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Care During Chemotherapy and Beyond

Hypercalcemia (High Calcium)



What is Hypercalcemia?

Hypercalcemia is an electrolyte imbalance and is indicated by an excess of calcium in the blood.  The normal adult value for calcium is 4.5-5.5 mEq/L.

There are many reasons for an elevated blood calcium level.  Reasons for the hypercalcemia may include:

  • Cancer that started in the bone, or cancer that has spread to the bone.
  • Some cancers can cause hypercalcemia themselves, without spread to the bone.
  • Other conditions such as; overactive parathyroid gland or Paget's disease of the bone.
  • Some medications cause hypercalcemia such as: alkaline antacids, diethylstilbesterol (DES), long-term use of diuretics, estrogens and progesterone.

What Happens In Hypercalcemia?

Cancer cells that spread to the bone can secrete substances that can cause cells found in the bone called osteoclasts to dissolve or "eat away" a portion of the bone.  These tumors or lesions weaken the bone and can lead to complications.  Some of the complications resulting from this bone break down are bone pain, fractures and less commonly, hypercalcemia.

What Are Some Symptoms of Hypercalcemia To Look For?

  • Mild hypercalcemia may not produce any symptoms.  However, symptoms of nausea, poor appetite, vomiting and constipation may be present with mild increases in blood calcium levels.
  • Moderate high levels of hypercalcemia may produce fatigue or excessive tiredness.  Heart rhythm abnormalities, increased urinary frequency, and kidney stones may also be present.
  • With higher levels of hypercalcemia, patients may experience muscle twitching, anxiety, depression, personality changes and confusion. 
  • With very high levels of hypercalcemia excessive sleepiness, coma even death may occur.
  • The severity of symptoms for hypercalcemia depends not only on how high the calcium level is, but also on how fast the rise in serum calcium has occurred.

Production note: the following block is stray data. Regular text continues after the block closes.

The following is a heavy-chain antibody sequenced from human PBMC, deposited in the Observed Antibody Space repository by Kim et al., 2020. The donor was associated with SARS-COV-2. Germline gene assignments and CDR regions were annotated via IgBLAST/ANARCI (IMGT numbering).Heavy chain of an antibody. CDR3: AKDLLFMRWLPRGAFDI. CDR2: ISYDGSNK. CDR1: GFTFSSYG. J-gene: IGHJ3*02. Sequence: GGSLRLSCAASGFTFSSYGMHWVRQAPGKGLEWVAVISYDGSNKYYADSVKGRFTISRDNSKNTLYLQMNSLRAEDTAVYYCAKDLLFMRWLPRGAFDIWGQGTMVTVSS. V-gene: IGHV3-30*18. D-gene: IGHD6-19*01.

Things You Can Do If Your Blood Test Results Indicate Hypercalcemia:

  • It is important that you stay well hydrated.  Drink 2 to 3 quarts of fluid a every 24 hours, unless you are instructed otherwise. 
  • Take anti-nausea and anti-diarrhea medications as directed, also follow dietary recommendations.
  • Keep active, weight-bearing activities such as walking are helpful.  Being immobile aggravates hypercalcemia.

Drugs That May Be Prescribed By Your Doctor for Hypercalcemia:

  • If your blood test results show a seriously high blood calcium level, intravenous fluids with diuretics may be used to lower blood calcium levels quickly.
  • Bisphosphonates: These drugs, such as pamidronate, or zoledronate work by inhibiting bone loss.
    • Cancer cells that spread to the bone can secrete substances that can cause cells found in the bone called osteoclasts to dissolve or "eat away" a portion of the bone.  These tumors or lesions weaken the bone and can lead to complications.
    • Some of the complications resulting from this bone breakdown are bone pain, fractures and less commonly, hypercalcemia (increased levels of calcium in the blood).
    • Biphosphonate medications are used to slow down the osteoclast's effects on the bone.  In doing this it can be useful in slowing down or preventing the complications (bone pain, fractures, or hypercalcemia) of the bone breakdown.
  • Antineoplastic agents: Such as gallium nitrate, reduce bone turnover.
  • Antihypercalcemic agents: Such as calcitonin, work by inhibiting bone loss, and increasing the kidney's ability to get rid of calcium.

When to call your doctor or health care provider:

  • Nausea that interferes with your ability to eat, and is unrelieved by prescribed medication.
  • Diarrhea (4-6 episodes in a 24-hour period), unrelieved with taking anti-diarrhea medication and diet modification.
  • Abdominal pain, sweating, or fever (may be pancreatitis)
  • Any new rashes - if on new medications
  • Any unusual condition or problem that is concerning to you.

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Note:  We strongly encourage you to talk with your health care professional about your specific medical condition and treatments. The information contained in this website is meant to be helpful and educational, but is not a substitute for medical advice.